Prompted by the possibility to produce high energy, single-cycle laser pulses with tens of PW power, theoretical investigations of have already been carried out for laser-matter interactions in the few optical cycle and ultra relativistic intensity regime. A particularly interesting instability-free regime for ion production was revealed leading to the efficient coherent generation of coherent, femtosecond monoenergetic ion bunches with a peak energy greater than GeV. The interaction is absent of the instabilities and hole boring that plague previously studied techniques such as Target Normal Sheath Acceleration (TNSA), Break Out Afterburner acceleration (BOA) and Radiation Pressure Acceleration (RPA). As the laser pulse interacts with a thin, planar foil, an electron bunch is pushed forward by the laser ponderomotive force, and ions are effectively accelerated in the resultant stable longitudinal electrostatic field over a prolonged distance. Thus the present method is relatively simplistic and robust, yielding high quality, ultrashort and high energy proton bunches in a very compact fashion.  The dramatic improvement in the proton beam energy from a single-cycle pulse over a multiple-cycle pulse is highlighted in Figure 4.  By moving to the single-cycle regime, currently proposed laser systems are capable of meeting the conditions necessary for driving this proton acceleration process.  Such proton bunches should have broad and revolutionary applications ranging from high energy physics to medicine. The first including use as extremely compact injectors, and high fluence muon or neutron sources that might in turn serve as the driver for accelerator-driven subcritical reactors. In medicine, such accelerated bunches are readily applicable to proton oncology. Because of the femtosecond time resolution, time sensitive measurements and proton triggers may become available for the first time.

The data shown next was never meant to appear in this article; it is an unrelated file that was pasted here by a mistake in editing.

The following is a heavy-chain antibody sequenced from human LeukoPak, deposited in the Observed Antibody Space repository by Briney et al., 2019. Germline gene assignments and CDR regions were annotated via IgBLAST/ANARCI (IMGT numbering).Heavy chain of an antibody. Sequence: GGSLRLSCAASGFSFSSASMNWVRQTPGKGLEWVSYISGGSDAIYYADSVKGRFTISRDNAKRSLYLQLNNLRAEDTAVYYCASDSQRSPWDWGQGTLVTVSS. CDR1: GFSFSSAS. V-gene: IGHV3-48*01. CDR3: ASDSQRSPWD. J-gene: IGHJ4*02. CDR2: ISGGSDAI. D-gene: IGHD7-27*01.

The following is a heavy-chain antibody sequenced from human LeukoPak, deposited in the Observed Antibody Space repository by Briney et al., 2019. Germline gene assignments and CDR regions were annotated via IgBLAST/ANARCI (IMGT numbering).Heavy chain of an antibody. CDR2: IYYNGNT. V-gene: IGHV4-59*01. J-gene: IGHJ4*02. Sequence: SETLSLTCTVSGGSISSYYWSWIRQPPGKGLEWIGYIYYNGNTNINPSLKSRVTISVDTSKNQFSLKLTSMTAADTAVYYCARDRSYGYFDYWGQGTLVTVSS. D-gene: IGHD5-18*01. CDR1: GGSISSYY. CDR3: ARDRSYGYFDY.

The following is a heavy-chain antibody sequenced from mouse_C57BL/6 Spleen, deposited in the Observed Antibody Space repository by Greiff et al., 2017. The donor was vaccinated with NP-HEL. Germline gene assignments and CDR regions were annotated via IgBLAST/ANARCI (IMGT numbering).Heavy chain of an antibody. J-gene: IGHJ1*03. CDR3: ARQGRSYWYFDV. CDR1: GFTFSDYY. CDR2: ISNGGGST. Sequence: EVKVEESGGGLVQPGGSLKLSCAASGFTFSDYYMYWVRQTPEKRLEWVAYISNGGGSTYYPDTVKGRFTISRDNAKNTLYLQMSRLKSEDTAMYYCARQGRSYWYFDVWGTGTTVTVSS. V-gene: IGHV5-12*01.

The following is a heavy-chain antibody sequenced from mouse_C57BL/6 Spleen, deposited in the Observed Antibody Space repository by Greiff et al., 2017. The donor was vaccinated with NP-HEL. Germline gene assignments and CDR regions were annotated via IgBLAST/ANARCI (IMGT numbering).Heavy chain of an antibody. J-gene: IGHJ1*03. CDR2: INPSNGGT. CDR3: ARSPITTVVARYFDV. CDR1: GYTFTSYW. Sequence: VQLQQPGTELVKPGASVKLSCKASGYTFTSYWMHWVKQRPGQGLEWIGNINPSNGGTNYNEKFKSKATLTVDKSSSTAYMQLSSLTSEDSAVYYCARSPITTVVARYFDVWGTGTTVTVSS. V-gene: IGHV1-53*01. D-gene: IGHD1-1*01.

Figure 4 Proton acceleration cutoff energy. The resulting proton energies with varying σ/a0, the black line indicates laser pulse with a0=50, and pulse duration τ=16T, the blue and red lines indicate laser pulses with a0=100 (τ=4T), and a0=200 (τ=1T), respectively. The upper right inset identifies the location of the single-cycle regime within the laser ion acceleration map. Here σ is the normalized areal density of the target and a0 is the normalized vector potential of the laser field.

Coherent Attosecond X-ray Pulse Source

The application of these single-cycle, high-intensity laser pulses to laser-plasma interactions also promises access to the production of X-ray beams with attosecond-scale pulse durations.  Theoretical studies exploring the so-called λ3 regime and depicted in Figure 5 predict that the application of a single-cycle PW laser system to a drive a relativistic oscillating mirror (ROM) leads to further compression of the pulse down to sub-attosecond timescales (zeptosecond = 10-21 s) under the proper conditions.  This pulse duration corresponds to the upconversion of the pulse photons from near-infrared eV energies to coherent hard X-rays up to MeV-scale energies.  This unprecedented source opens the door to study a novel regime that is best described as Zeptoscience and includes nuclear processes, vacuum physics, and laser wakefield acceleration within solid density crystal plasmas (with TeV/cm acceleration gradients).5